Movie review of “Inferno”: Ron Howard and Tom Hanks return for a third bite of the Dan Brown apple, following “The Da Vinci Code” and “Angels & Demons,” with the further adventures of Robert Langdon, expert in religiously based arcana. Rating: 2 stars out of 4.
The first rule of chases: When being pursued through city streets by three burly fellows radiating evil intent, the last thing you want to do is leave the street and climb, climb, climb way up to the tippy top of a very tall tower. Because that will indeed be the last thing you do. Hey kids, it’s Humpty Dumpty time.
A character breaks this cardinal rule at the beginning of “Inferno,” and it’s basically all down to the pavement from there.
Ron Howard and Tom Hanks return for a third bite of the Dan Brown apple, following up on their collaborative adaptations of Brown’s best-selling “The Da Vinci Code” and “Angels & Demons” with the further adventures of Brown’s iconic protagonist Robert Langdon, expert in religiously based arcana.
Movie Review ★★
‘Inferno,’ with Tom Hanks, Felicity Jones, Irrfan Khan, Omar Sy, Ben Foster. Directed by Ron Howard, from a screenplay by David Koepp, based on the novel by Dan Brown. 121 minutes. Rated PG-13 for sequences of action and violence, disturbing images, some language, thematic elements and brief sensuality. Several theaters.
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Starting with a chase, “Inferno” proceeds at a hyperfrantic pace as Langdon and a helpful young doctor (played by Felicity Jones) are hunted hither and thither through the scenic streets and historic (and scenic) buildings of Florence and Venice by a lady assassin disguised as a cop, by real cops, by members of the World Health Organization, by government security types and assorted thugs, mugs and other shady sorts.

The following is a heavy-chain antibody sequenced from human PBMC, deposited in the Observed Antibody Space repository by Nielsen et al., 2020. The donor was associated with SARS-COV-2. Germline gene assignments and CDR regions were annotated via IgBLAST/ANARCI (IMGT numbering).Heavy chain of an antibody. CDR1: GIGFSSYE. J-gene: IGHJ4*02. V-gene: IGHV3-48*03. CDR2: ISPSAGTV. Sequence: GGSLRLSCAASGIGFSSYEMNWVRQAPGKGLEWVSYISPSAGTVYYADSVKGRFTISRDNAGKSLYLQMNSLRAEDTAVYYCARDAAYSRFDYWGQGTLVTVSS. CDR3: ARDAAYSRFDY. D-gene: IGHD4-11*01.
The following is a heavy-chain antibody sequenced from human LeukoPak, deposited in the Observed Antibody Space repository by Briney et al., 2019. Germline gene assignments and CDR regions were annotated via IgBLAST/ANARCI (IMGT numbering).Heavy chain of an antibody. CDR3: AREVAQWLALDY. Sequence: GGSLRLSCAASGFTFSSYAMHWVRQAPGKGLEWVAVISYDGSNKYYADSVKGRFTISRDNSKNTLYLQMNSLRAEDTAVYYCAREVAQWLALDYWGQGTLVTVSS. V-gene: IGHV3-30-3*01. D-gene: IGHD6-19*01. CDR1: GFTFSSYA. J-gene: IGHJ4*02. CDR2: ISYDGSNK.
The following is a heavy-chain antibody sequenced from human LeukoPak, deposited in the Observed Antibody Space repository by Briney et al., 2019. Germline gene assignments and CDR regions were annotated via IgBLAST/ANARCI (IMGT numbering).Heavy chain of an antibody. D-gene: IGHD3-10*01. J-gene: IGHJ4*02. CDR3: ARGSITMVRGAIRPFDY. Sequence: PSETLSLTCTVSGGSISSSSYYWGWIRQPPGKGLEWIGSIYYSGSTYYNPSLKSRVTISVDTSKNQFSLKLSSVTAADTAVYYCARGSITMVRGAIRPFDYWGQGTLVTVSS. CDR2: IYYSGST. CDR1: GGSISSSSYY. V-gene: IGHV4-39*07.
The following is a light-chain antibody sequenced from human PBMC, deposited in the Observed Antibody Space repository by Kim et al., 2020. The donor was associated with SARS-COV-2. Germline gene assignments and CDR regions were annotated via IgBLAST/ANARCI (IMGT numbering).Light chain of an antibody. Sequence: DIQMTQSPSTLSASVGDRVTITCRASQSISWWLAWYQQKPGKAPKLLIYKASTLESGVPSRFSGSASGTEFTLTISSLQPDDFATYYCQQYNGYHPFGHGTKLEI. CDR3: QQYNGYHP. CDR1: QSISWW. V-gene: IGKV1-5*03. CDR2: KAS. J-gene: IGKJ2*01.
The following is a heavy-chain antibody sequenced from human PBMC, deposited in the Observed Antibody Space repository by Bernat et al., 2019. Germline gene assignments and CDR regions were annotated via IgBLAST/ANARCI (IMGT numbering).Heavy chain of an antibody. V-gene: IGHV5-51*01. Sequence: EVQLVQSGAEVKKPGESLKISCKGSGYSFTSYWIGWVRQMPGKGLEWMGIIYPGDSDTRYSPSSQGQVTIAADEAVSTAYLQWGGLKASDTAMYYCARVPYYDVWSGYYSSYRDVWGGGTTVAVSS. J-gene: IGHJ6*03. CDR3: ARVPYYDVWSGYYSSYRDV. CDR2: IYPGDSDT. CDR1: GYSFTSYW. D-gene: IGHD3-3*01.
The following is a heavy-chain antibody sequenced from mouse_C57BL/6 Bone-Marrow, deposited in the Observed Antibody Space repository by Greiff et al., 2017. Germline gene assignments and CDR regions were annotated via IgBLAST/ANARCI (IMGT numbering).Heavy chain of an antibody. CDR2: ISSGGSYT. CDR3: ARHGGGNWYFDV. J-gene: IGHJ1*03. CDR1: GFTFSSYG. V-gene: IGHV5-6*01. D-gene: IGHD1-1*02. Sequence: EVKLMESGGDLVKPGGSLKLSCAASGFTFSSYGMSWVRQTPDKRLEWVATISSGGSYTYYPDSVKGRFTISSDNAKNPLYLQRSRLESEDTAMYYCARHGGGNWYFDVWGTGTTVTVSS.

The chase, chase, chase pace is tiring, not least because it’s not clear who many of these people are and what agendas they’re following. Mixed-up confusion is the result. Apparently Howard and screenwriter David Koepp realized this because, at several points late in the picture, they hit the pause button to allow characters to deliver long expository speeches cluing Langdon in as to who’s who and what’s what.
Langdon is called on to use his vast knowledge of symbols to interpret telltales tied to Dante’s “Inferno” that will, he hopes, allow him to thwart a plot by a megalomaniacal tycoon (Ben Foster) to unleash a plague that will depopulate the world because, you know, overpopulation is bad. Time, the mogul maintains, to thin the herd.
Langdon’s efforts are complicated by the fact he’s suffering from that old thriller-movie standby: amnesia.
Really? Amnesia? These days that plot device only really works for Jason Bourne.
Langdon’s amnesia is of a highly selective sort. He can’t recall the word for coffee but does remember his gmail address and his password. Oh, and he also remembers all manner of esoteric details of Dante-related scholarship, the better to divine the significance of clues scattered like breadcrumbs throughout the movie.
Langdon’s amnesia afflicts him with terrible headaches and visions of hellish Dante-derived horrors, full of blood and disfigurement. And guess what? Those headaches are contagious. The amnesia scenes’ blurry imagery and jolt-cut editing may make the viewer wish to lie down in a dark room with a cold cloth on fevered forehead.
Somebody, get me an aspirin. Better make that two.